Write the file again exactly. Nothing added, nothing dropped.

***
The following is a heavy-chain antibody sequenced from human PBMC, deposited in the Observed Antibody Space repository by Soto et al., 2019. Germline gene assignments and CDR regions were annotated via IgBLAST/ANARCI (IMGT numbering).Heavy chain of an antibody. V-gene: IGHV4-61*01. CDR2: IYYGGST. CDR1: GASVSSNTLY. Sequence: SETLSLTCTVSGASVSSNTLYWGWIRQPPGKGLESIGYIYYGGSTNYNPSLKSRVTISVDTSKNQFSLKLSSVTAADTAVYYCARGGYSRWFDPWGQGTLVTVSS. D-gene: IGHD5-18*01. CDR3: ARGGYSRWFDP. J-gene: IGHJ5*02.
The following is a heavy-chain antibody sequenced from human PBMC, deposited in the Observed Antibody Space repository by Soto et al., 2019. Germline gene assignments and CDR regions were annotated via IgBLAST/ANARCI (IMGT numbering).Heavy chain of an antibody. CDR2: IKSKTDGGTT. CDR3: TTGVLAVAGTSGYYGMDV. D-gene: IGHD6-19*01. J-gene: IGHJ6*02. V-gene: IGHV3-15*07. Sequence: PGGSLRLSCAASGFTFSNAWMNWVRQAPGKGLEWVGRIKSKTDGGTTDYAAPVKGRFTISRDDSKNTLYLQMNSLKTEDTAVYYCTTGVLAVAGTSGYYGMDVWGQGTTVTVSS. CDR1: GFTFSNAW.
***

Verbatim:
The following is a heavy-chain antibody sequenced from human PBMC, deposited in the Observed Antibody Space repository by Soto et al., 2019. Germline gene assignments and CDR regions were annotated via IgBLAST/ANARCI (IMGT numbering).Heavy chain of an antibody. V-gene: IGHV4-61*01. CDR2: IYYGGST. CDR1: GASVSSNTLY. Sequence: SETLSLTCTVSGASVSSNTLYWGWIRQPPGKGLESIGYIYYGGSTNYNPSLKSRVTISVDTSKNQFSLKLSSVTAADTAVYYCARGGYSRWFDPWGQGTLVTVSS. D-gene: IGHD5-18*01. CDR3: ARGGYSRWFDP. J-gene: IGHJ5*02.
The following is a heavy-chain antibody sequenced from human PBMC, deposited in the Observed Antibody Space repository by Soto et al., 2019. Germline gene assignments and CDR regions were annotated via IgBLAST/ANARCI (IMGT numbering).Heavy chain of an antibody. CDR2: IKSKTDGGTT. CDR3: TTGVLAVAGTSGYYGMDV. D-gene: IGHD6-19*01. J-gene: IGHJ6*02. V-gene: IGHV3-15*07. Sequence: PGGSLRLSCAASGFTFSNAWMNWVRQAPGKGLEWVGRIKSKTDGGTTDYAAPVKGRFTISRDDSKNTLYLQMNSLKTEDTAVYYCTTGVLAVAGTSGYYGMDVWGQGTTVTVSS. CDR1: GFTFSNAW.